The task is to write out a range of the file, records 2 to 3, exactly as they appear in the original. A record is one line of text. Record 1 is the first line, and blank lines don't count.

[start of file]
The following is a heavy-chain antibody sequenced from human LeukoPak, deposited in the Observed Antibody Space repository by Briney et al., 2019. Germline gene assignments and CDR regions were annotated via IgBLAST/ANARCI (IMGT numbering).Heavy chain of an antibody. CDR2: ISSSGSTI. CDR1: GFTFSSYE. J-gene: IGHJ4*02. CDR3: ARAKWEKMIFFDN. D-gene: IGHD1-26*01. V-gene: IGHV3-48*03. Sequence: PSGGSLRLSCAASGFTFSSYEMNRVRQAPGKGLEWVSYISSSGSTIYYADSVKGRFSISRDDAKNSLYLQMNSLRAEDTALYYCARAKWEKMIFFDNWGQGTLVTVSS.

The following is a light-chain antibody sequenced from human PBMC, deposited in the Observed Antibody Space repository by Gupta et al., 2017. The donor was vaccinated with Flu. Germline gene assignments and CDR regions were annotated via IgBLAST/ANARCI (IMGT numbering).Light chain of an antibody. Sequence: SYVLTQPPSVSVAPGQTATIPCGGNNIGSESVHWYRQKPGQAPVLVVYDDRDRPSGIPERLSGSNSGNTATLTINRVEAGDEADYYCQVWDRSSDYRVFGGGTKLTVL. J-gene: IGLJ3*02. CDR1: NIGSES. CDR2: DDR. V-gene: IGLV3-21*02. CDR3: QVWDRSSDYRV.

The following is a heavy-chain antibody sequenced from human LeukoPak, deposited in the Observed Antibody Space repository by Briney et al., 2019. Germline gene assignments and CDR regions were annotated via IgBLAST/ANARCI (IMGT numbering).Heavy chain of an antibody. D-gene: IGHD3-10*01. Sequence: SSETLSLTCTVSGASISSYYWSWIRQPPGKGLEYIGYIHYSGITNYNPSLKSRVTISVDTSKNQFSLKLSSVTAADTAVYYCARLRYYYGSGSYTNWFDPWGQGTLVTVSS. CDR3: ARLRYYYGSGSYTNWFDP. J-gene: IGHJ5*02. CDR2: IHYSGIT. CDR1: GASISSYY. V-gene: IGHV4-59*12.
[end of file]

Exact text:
The following is a light-chain antibody sequenced from human PBMC, deposited in the Observed Antibody Space repository by Gupta et al., 2017. The donor was vaccinated with Flu. Germline gene assignments and CDR regions were annotated via IgBLAST/ANARCI (IMGT numbering).Light chain of an antibody. Sequence: SYVLTQPPSVSVAPGQTATIPCGGNNIGSESVHWYRQKPGQAPVLVVYDDRDRPSGIPERLSGSNSGNTATLTINRVEAGDEADYYCQVWDRSSDYRVFGGGTKLTVL. J-gene: IGLJ3*02. CDR1: NIGSES. CDR2: DDR. V-gene: IGLV3-21*02. CDR3: QVWDRSSDYRV.

The following is a heavy-chain antibody sequenced from human LeukoPak, deposited in the Observed Antibody Space repository by Briney et al., 2019. Germline gene assignments and CDR regions were annotated via IgBLAST/ANARCI (IMGT numbering).Heavy chain of an antibody. D-gene: IGHD3-10*01. Sequence: SSETLSLTCTVSGASISSYYWSWIRQPPGKGLEYIGYIHYSGITNYNPSLKSRVTISVDTSKNQFSLKLSSVTAADTAVYYCARLRYYYGSGSYTNWFDPWGQGTLVTVSS. CDR3: ARLRYYYGSGSYTNWFDP. J-gene: IGHJ5*02. CDR2: IHYSGIT. CDR1: GASISSYY. V-gene: IGHV4-59*12.